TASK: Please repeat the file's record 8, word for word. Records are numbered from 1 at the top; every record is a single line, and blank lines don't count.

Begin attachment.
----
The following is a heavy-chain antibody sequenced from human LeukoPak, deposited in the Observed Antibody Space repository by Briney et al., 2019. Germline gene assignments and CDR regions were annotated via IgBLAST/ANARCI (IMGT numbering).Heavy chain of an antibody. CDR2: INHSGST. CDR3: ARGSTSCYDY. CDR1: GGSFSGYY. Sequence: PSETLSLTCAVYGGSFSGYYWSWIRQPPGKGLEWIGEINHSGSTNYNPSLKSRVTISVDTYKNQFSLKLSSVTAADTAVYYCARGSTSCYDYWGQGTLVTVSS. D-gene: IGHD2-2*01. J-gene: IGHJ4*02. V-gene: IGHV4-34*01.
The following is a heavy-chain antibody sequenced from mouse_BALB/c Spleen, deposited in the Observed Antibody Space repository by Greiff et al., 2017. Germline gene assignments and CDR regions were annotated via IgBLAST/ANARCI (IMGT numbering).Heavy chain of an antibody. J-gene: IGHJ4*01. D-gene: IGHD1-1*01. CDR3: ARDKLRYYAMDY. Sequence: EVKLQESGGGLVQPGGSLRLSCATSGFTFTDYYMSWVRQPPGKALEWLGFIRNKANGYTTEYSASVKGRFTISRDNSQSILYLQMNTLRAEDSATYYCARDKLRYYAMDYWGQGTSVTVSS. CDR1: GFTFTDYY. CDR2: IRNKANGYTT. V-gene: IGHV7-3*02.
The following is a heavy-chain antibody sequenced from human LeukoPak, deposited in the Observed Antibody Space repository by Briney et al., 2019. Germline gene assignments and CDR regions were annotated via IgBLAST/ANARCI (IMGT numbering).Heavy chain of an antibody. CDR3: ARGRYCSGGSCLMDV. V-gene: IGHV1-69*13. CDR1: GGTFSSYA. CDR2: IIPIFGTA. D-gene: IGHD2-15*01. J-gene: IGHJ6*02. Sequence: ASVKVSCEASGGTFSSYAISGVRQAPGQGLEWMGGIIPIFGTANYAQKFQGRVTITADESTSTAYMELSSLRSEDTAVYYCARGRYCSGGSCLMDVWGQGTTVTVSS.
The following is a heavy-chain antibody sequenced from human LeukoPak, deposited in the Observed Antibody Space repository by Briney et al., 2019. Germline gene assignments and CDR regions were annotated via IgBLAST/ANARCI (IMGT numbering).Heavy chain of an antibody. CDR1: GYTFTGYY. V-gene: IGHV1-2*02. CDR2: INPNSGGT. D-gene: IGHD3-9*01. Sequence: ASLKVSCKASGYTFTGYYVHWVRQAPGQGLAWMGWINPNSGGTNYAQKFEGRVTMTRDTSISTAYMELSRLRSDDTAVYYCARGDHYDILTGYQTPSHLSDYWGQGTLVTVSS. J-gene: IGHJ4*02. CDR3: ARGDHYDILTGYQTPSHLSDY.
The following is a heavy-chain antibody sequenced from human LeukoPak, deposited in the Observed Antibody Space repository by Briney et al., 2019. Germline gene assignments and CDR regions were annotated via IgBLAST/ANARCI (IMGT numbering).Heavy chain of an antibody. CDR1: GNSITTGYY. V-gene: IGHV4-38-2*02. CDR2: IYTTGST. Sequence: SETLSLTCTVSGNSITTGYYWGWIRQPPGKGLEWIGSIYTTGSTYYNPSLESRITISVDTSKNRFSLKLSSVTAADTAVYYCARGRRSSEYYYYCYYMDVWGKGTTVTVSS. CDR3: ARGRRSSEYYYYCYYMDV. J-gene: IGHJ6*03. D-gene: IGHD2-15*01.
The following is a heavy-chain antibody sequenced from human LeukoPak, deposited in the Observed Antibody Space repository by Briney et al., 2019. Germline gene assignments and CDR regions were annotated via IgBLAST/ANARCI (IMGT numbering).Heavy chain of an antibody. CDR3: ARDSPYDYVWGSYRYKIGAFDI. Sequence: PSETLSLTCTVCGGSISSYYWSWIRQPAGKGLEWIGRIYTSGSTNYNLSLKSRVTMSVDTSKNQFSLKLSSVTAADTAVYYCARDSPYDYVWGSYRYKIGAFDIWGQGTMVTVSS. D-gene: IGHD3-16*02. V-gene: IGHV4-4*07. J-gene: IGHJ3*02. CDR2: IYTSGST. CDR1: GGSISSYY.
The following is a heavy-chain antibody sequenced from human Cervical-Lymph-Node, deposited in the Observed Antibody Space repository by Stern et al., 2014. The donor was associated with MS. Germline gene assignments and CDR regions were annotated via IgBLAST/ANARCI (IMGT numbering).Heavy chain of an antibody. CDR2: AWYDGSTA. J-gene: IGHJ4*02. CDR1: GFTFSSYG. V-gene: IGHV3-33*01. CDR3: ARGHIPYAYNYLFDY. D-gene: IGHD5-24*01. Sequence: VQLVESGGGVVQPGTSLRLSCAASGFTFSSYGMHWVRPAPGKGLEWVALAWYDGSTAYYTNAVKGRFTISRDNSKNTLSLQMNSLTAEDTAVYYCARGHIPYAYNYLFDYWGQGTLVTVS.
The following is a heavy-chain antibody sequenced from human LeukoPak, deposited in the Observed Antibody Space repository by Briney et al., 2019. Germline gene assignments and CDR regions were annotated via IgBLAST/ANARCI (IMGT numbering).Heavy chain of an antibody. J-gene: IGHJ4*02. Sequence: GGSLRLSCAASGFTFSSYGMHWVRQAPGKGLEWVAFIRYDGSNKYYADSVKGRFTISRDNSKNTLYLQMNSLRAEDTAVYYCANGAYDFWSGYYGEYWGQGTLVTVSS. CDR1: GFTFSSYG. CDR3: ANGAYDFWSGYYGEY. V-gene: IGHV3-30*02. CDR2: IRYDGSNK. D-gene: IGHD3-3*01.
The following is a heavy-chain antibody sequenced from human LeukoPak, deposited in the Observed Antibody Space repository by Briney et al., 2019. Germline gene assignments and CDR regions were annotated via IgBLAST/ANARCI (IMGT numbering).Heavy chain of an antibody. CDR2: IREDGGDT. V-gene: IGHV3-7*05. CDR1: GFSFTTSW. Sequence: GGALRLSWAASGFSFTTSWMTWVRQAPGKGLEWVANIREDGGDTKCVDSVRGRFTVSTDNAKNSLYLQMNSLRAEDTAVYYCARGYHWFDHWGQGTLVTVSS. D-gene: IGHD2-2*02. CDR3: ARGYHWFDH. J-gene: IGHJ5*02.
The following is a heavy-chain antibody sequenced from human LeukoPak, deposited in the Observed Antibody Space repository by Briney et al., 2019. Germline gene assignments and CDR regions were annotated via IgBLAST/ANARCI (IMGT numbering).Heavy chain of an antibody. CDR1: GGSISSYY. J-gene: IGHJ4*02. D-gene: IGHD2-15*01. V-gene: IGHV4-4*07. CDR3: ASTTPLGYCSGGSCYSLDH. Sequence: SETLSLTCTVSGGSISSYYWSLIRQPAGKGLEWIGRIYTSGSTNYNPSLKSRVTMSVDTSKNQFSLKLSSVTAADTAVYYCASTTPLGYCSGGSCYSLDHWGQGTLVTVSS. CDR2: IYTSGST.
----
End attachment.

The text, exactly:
The following is a heavy-chain antibody sequenced from human LeukoPak, deposited in the Observed Antibody Space repository by Briney et al., 2019. Germline gene assignments and CDR regions were annotated via IgBLAST/ANARCI (IMGT numbering).Heavy chain of an antibody. J-gene: IGHJ4*02. Sequence: GGSLRLSCAASGFTFSSYGMHWVRQAPGKGLEWVAFIRYDGSNKYYADSVKGRFTISRDNSKNTLYLQMNSLRAEDTAVYYCANGAYDFWSGYYGEYWGQGTLVTVSS. CDR1: GFTFSSYG. CDR3: ANGAYDFWSGYYGEY. V-gene: IGHV3-30*02. CDR2: IRYDGSNK. D-gene: IGHD3-3*01.